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How does a contract farming agreement work?

A contract farming agreement involves a partnership between a landowner or occupier (the farmer) and a contractor.

The farmer directs the contractor to carry out practical operations and management of a crop or other enterprise based on the farmer’s guidelines and benefiting the farmer’s business.  The roles and operations are outlined in the contract between the farmer and the contractor.

The farmer may contribute land, buildings, and/or other fixed equipment while the contractor provides labour, machinery, and expertise.

Contract farming can vary from a single operation to complete enterprise or farm management. Usually, the farmer retains financial risk and compliance responsibilities, while the contractor provides services according to the contract. A strong working relationship with clear expectations and defined responsibilities is essential.

Both businesses maintain separate records for tax purposes.  The farmer usually assumes most or all of the risk and responsibility for the enterprise, and any attempts to advocate this to the contractor can affect the tax status of the business and the associated property.  If the contractor’s buildings are used solely for agriculture, they may be exempt from business rates.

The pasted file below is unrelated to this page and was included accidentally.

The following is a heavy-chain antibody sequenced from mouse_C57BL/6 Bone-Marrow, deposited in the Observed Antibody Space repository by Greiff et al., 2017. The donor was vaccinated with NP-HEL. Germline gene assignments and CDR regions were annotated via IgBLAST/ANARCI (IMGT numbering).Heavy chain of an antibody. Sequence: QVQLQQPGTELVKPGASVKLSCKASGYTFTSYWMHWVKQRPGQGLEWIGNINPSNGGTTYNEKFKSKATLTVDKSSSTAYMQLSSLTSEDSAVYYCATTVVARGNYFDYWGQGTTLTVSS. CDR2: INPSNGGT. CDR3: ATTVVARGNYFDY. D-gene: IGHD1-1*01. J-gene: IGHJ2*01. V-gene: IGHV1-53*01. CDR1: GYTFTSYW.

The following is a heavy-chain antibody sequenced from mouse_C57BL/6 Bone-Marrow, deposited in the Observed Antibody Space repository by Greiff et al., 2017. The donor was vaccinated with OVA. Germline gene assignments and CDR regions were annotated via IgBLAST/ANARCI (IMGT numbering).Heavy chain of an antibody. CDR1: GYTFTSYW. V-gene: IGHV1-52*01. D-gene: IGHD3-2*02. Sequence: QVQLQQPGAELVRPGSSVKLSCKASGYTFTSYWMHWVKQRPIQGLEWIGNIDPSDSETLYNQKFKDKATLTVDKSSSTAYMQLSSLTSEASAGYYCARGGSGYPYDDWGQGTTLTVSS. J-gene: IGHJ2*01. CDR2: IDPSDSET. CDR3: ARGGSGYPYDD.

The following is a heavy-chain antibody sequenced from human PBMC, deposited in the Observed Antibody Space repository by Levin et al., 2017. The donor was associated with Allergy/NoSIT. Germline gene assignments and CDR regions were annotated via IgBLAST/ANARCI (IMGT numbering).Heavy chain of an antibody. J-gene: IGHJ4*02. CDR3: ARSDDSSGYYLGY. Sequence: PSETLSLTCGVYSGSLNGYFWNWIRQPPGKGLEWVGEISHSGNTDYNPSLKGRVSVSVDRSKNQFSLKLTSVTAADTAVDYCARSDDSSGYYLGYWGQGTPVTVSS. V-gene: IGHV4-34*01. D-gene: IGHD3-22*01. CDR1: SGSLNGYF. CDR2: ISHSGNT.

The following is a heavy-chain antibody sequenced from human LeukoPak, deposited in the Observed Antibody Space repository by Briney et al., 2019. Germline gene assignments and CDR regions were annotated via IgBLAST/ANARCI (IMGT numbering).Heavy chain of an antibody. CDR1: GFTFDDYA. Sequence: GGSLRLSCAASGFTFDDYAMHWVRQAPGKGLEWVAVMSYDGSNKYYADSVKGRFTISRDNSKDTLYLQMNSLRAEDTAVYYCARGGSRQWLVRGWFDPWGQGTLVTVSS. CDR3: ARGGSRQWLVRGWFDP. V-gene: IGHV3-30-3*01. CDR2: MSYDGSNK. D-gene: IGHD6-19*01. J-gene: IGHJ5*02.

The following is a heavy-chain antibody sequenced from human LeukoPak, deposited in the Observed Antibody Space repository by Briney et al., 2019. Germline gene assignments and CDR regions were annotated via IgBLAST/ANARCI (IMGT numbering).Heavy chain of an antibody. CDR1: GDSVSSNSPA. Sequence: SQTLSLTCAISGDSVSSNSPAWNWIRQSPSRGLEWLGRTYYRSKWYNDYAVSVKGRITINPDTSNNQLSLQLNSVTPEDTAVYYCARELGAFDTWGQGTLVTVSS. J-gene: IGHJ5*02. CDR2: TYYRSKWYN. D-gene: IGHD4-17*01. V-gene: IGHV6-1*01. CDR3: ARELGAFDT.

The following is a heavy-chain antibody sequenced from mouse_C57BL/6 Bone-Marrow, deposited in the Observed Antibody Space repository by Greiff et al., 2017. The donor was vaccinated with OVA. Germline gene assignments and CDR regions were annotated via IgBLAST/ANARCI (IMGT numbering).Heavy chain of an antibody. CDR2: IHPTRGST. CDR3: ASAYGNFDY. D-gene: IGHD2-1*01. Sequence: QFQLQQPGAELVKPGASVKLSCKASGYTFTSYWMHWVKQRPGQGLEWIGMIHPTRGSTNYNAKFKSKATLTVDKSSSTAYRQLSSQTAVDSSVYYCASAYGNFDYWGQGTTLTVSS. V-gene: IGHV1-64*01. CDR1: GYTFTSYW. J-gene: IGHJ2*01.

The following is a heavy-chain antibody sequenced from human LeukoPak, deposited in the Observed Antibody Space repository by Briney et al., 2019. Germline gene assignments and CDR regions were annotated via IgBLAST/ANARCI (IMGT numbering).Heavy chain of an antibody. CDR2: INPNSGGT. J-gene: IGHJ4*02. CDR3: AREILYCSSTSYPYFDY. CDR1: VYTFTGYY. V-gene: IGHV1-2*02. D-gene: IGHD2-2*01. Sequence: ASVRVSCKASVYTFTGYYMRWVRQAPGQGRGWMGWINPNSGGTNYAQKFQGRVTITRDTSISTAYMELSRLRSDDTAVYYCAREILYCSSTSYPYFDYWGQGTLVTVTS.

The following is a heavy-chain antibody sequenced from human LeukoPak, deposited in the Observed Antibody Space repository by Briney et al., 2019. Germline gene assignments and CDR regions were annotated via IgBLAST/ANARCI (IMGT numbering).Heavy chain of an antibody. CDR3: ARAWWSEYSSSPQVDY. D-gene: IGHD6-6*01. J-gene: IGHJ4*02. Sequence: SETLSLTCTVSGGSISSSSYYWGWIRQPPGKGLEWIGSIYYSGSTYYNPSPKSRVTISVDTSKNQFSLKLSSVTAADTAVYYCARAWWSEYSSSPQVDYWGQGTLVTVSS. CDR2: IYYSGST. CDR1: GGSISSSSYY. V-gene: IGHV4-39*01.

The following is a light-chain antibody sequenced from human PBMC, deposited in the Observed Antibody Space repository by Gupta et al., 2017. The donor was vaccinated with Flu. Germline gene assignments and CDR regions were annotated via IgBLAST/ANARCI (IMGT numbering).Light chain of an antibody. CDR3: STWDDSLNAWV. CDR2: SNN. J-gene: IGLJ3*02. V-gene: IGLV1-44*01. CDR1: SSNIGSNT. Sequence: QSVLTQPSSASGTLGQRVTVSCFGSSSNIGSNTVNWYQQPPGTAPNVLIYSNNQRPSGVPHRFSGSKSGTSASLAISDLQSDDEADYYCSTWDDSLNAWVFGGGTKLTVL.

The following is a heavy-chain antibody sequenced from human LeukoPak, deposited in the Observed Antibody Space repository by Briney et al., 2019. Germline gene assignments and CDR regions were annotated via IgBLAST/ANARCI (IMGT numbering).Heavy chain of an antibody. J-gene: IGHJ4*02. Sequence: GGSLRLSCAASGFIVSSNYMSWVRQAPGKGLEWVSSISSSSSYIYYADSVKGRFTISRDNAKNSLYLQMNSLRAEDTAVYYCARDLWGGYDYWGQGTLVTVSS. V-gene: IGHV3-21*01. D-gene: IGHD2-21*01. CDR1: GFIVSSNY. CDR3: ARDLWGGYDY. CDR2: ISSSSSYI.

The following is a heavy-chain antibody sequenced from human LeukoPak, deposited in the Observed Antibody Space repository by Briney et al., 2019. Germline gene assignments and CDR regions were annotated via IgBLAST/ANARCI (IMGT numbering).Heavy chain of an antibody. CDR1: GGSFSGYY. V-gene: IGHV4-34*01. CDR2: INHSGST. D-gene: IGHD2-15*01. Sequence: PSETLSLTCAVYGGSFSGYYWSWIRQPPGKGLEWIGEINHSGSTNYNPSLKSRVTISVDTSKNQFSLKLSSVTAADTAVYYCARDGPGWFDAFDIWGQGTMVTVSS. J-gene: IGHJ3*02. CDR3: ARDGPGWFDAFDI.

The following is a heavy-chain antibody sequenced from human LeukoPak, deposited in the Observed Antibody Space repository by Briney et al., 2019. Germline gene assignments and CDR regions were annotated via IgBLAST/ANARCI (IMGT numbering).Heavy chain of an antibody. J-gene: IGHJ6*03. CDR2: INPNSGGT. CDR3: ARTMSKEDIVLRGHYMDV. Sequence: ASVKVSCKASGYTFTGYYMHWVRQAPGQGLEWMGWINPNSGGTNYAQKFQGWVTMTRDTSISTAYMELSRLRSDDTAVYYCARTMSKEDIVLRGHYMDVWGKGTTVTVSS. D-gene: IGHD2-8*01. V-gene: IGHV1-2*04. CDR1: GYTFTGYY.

The farmer hopes to benefit from this arrangement by gaining access to the contractor’s resources and expertise without making a heavy investment in machinery.  They may also experience long-term value through a sustainable relationship and have the flexibility to manage different aspects of the enterprise while the contractor handles specific tasks or the entire operation.

In conclusion, contract farming agreements allow farmers to utilise external resources and expertise while remaining active in the farming business.

To consider the suitability of a contract farming arrangement for your business or to reflect on the merits of an existing arrangement, contact Whirledge & Nott’s Rural Team.

https://www.whirledgeandnott.co.uk/rural/

Posted on 24 June 2024
by Kate Jennings

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Categories: News

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